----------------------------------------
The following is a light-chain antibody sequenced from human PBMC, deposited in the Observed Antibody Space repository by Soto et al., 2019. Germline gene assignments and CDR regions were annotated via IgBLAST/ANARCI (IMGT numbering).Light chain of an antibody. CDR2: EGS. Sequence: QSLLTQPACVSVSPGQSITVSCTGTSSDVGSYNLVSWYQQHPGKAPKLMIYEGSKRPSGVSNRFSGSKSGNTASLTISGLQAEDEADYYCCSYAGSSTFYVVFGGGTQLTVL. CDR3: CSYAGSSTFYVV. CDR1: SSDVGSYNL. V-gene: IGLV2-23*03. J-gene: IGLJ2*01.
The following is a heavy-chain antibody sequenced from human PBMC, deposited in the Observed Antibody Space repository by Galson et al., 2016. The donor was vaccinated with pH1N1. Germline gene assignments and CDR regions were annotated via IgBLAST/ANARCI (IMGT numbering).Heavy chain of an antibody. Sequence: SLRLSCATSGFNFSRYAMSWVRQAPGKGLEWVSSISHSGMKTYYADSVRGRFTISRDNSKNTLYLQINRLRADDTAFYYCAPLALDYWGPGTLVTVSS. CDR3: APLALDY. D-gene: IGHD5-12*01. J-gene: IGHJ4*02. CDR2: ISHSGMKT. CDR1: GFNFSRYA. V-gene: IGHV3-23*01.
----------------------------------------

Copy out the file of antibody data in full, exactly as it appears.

The following is a light-chain antibody sequenced from human PBMC, deposited in the Observed Antibody Space repository by Soto et al., 2019. Germline gene assignments and CDR regions were annotated via IgBLAST/ANARCI (IMGT numbering).Light chain of an antibody. CDR2: EGS. Sequence: QSLLTQPACVSVSPGQSITVSCTGTSSDVGSYNLVSWYQQHPGKAPKLMIYEGSKRPSGVSNRFSGSKSGNTASLTISGLQAEDEADYYCCSYAGSSTFYVVFGGGTQLTVL. CDR3: CSYAGSSTFYVV. CDR1: SSDVGSYNL. V-gene: IGLV2-23*03. J-gene: IGLJ2*01.
The following is a heavy-chain antibody sequenced from human PBMC, deposited in the Observed Antibody Space repository by Galson et al., 2016. The donor was vaccinated with pH1N1. Germline gene assignments and CDR regions were annotated via IgBLAST/ANARCI (IMGT numbering).Heavy chain of an antibody. Sequence: SLRLSCATSGFNFSRYAMSWVRQAPGKGLEWVSSISHSGMKTYYADSVRGRFTISRDNSKNTLYLQINRLRADDTAFYYCAPLALDYWGPGTLVTVSS. CDR3: APLALDY. D-gene: IGHD5-12*01. J-gene: IGHJ4*02. CDR2: ISHSGMKT. CDR1: GFNFSRYA. V-gene: IGHV3-23*01.